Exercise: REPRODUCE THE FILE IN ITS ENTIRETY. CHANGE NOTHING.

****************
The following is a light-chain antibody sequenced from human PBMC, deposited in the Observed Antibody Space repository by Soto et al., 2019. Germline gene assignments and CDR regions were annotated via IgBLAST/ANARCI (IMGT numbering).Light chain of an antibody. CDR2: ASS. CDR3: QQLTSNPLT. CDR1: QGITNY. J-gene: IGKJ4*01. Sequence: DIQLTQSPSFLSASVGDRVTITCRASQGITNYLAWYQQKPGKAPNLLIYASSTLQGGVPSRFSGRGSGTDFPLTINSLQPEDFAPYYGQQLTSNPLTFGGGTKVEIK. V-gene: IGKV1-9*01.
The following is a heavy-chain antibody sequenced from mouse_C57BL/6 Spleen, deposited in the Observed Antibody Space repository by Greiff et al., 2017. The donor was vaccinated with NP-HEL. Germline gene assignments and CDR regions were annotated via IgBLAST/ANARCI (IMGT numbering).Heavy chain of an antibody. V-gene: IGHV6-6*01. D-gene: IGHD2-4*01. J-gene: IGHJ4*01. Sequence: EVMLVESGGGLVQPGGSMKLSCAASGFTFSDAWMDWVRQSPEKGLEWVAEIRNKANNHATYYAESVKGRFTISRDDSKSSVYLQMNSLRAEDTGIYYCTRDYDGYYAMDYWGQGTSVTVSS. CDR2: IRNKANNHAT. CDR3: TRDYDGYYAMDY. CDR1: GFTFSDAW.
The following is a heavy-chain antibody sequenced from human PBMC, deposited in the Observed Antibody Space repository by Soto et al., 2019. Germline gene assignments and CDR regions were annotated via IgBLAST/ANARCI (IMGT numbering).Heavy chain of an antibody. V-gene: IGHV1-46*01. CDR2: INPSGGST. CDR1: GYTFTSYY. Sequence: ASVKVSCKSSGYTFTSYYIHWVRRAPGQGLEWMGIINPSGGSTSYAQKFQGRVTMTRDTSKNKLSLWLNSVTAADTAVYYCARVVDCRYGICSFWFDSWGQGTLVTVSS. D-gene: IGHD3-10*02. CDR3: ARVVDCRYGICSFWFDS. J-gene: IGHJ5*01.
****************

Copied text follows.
The following is a light-chain antibody sequenced from human PBMC, deposited in the Observed Antibody Space repository by Soto et al., 2019. Germline gene assignments and CDR regions were annotated via IgBLAST/ANARCI (IMGT numbering).Light chain of an antibody. CDR2: ASS. CDR3: QQLTSNPLT. CDR1: QGITNY. J-gene: IGKJ4*01. Sequence: DIQLTQSPSFLSASVGDRVTITCRASQGITNYLAWYQQKPGKAPNLLIYASSTLQGGVPSRFSGRGSGTDFPLTINSLQPEDFAPYYGQQLTSNPLTFGGGTKVEIK. V-gene: IGKV1-9*01.
The following is a heavy-chain antibody sequenced from mouse_C57BL/6 Spleen, deposited in the Observed Antibody Space repository by Greiff et al., 2017. The donor was vaccinated with NP-HEL. Germline gene assignments and CDR regions were annotated via IgBLAST/ANARCI (IMGT numbering).Heavy chain of an antibody. V-gene: IGHV6-6*01. D-gene: IGHD2-4*01. J-gene: IGHJ4*01. Sequence: EVMLVESGGGLVQPGGSMKLSCAASGFTFSDAWMDWVRQSPEKGLEWVAEIRNKANNHATYYAESVKGRFTISRDDSKSSVYLQMNSLRAEDTGIYYCTRDYDGYYAMDYWGQGTSVTVSS. CDR2: IRNKANNHAT. CDR3: TRDYDGYYAMDY. CDR1: GFTFSDAW.
The following is a heavy-chain antibody sequenced from human PBMC, deposited in the Observed Antibody Space repository by Soto et al., 2019. Germline gene assignments and CDR regions were annotated via IgBLAST/ANARCI (IMGT numbering).Heavy chain of an antibody. V-gene: IGHV1-46*01. CDR2: INPSGGST. CDR1: GYTFTSYY. Sequence: ASVKVSCKSSGYTFTSYYIHWVRRAPGQGLEWMGIINPSGGSTSYAQKFQGRVTMTRDTSKNKLSLWLNSVTAADTAVYYCARVVDCRYGICSFWFDSWGQGTLVTVSS. D-gene: IGHD3-10*02. CDR3: ARVVDCRYGICSFWFDS. J-gene: IGHJ5*01.